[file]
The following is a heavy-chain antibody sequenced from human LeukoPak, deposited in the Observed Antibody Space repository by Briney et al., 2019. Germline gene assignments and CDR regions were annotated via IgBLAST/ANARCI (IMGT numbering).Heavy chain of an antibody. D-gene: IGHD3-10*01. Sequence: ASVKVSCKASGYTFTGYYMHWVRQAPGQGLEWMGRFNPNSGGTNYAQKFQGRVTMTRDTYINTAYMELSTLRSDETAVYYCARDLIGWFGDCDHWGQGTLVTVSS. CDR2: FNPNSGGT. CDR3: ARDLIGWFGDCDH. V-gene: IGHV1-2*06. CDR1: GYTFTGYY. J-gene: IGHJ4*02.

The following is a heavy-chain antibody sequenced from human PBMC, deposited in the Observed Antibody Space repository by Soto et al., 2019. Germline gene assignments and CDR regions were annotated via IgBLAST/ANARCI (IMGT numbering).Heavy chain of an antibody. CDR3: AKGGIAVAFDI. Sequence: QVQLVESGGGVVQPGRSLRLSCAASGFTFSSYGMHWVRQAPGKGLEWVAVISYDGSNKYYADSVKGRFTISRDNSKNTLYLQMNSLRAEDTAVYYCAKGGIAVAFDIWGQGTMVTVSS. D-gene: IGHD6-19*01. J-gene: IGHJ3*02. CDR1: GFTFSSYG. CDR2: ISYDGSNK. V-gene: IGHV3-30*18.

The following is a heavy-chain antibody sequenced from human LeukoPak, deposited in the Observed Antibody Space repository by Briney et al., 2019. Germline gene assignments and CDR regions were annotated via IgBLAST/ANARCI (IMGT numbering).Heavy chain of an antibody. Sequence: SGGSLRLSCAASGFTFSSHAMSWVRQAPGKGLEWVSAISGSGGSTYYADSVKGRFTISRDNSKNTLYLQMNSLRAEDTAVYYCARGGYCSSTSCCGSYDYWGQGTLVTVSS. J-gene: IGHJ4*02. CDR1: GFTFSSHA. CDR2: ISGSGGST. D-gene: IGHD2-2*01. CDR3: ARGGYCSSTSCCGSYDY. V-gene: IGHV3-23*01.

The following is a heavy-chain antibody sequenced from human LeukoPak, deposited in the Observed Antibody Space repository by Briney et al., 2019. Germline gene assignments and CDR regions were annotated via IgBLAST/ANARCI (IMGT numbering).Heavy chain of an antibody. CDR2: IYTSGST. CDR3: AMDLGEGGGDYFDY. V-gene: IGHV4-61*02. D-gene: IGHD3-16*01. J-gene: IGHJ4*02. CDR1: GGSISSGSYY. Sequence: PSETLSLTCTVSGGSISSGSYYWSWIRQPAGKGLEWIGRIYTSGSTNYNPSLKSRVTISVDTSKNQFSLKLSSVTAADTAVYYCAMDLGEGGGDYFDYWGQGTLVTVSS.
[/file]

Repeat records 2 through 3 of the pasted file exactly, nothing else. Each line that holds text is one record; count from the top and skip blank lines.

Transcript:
The following is a heavy-chain antibody sequenced from human PBMC, deposited in the Observed Antibody Space repository by Soto et al., 2019. Germline gene assignments and CDR regions were annotated via IgBLAST/ANARCI (IMGT numbering).Heavy chain of an antibody. CDR3: AKGGIAVAFDI. Sequence: QVQLVESGGGVVQPGRSLRLSCAASGFTFSSYGMHWVRQAPGKGLEWVAVISYDGSNKYYADSVKGRFTISRDNSKNTLYLQMNSLRAEDTAVYYCAKGGIAVAFDIWGQGTMVTVSS. D-gene: IGHD6-19*01. J-gene: IGHJ3*02. CDR1: GFTFSSYG. CDR2: ISYDGSNK. V-gene: IGHV3-30*18.

The following is a heavy-chain antibody sequenced from human LeukoPak, deposited in the Observed Antibody Space repository by Briney et al., 2019. Germline gene assignments and CDR regions were annotated via IgBLAST/ANARCI (IMGT numbering).Heavy chain of an antibody. Sequence: SGGSLRLSCAASGFTFSSHAMSWVRQAPGKGLEWVSAISGSGGSTYYADSVKGRFTISRDNSKNTLYLQMNSLRAEDTAVYYCARGGYCSSTSCCGSYDYWGQGTLVTVSS. J-gene: IGHJ4*02. CDR1: GFTFSSHA. CDR2: ISGSGGST. D-gene: IGHD2-2*01. CDR3: ARGGYCSSTSCCGSYDY. V-gene: IGHV3-23*01.